• From Figure 3, how did the mean number of spots per male differ between the time of the second sample (at 11 months) and the time of the first sample (at six months) for the three groups of ponds?

  • The values for groups A and B had increased slightly from 11.8 to 12.5 and 13.0 spots, respectively. However, the value for group C had declined, from 11.8 to 10.5. The populations had therefore diverged in terms of mean male spot number.

In the final phase of his experiment, Endler left his populations for a further nine months (time for several more generations), after which he carried out a final analysis of male spot numbers. At 20 months, the populations had diverged even more than at the time of the second sample, with groups A and B now averaging 13.0 spots per fish and group C averaging 9.5 (Figure 3).

  • Do the results summarized in Figure 3 support the hypothesis that, through natural selection, the presence of predatory fish affects the number of spots on male guppies?

  • Yes, they do. Several guppy generations after the introduction of predators to some ponds, male guppies in those ponds that contained voracious predators had fewer spots than those in ponds that contained either no predators or predators that are innocuous to guppies.

Question 3

The purpose of the group C ponds was to see what the effect would be on the guppy populations of adding a voracious predator after several generations in which there had been no predation. What do you think was the purpose of the group A and B ponds?


The purpose of the group A ponds was to show what happened over the same period of time in the absence of predators. The change in the number of spots in the group C guppies might have taken place anyway, whether or not the predators had been introduced. The group A ponds allowed Endler to check on this possibility. {The group A ponds therefore served as 'controls' for the 'experimental' group C ponds. A 'control' is an important feature of scientific experimental procedure. It enables the investigator to be sure that any change taking place in the 'experimental' set-up is due to the factor that has been experimentally changed, and not to some other factor which has not been accounted for.} The group B ponds allowed Endler to check whether any change observed in the group C ponds could have been due, not so much to the addition of a fish that preys on guppies, but to the addition of any other species of fish or even any other species of predatory fish (whether it preyed on guppies or not). {So again, the group B ponds serve as 'controls' for the 'experimental' group C ponds.}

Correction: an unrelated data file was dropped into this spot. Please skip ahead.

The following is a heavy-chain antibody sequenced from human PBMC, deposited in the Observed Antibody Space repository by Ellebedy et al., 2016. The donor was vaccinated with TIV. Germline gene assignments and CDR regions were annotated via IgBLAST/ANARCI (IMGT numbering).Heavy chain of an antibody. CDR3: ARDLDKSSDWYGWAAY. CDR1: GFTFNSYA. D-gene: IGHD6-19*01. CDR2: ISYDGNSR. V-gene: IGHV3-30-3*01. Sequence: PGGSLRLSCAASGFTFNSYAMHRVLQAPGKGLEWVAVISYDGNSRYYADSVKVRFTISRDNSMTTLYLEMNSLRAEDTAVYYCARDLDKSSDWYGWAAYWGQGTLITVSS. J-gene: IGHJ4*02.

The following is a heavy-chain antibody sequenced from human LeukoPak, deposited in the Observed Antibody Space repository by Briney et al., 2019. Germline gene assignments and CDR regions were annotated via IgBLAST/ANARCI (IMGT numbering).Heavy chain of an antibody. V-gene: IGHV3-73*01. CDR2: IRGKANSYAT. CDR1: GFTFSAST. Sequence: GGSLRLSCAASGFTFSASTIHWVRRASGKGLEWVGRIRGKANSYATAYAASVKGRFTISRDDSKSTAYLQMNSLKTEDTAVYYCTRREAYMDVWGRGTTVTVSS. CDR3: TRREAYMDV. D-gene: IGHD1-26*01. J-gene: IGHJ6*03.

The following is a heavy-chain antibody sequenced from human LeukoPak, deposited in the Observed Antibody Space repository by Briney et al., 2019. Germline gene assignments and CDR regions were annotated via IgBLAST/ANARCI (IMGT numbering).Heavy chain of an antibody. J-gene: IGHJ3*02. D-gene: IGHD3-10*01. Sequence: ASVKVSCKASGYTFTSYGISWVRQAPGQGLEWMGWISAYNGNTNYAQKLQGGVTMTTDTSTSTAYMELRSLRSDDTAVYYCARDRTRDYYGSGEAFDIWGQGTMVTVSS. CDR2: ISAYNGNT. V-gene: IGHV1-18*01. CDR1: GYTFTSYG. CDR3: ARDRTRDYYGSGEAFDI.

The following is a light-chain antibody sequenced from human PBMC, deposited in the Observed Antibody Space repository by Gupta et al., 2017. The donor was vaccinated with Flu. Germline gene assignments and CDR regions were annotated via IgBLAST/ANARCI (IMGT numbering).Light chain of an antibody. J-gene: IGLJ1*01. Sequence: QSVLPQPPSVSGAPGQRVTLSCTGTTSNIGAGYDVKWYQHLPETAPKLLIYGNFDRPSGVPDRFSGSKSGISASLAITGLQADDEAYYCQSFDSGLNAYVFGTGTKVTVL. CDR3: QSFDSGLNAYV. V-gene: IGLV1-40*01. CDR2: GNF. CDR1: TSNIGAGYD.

This example has illustrated four important points about natural selection. First, provided the three necessary and sufficient conditions listed in Section 1 are met, the form of a character can change from generation to generation. Second, the form of the character that results from natural selection represents a trade-off between the various ways in which that character affects the survival and reproduction of individuals. Third, natural selection can lead to a quite marked change in the form of a character in only a few generations. Finally, it shows that the theory of natural selection can be tested by carrying out experiments.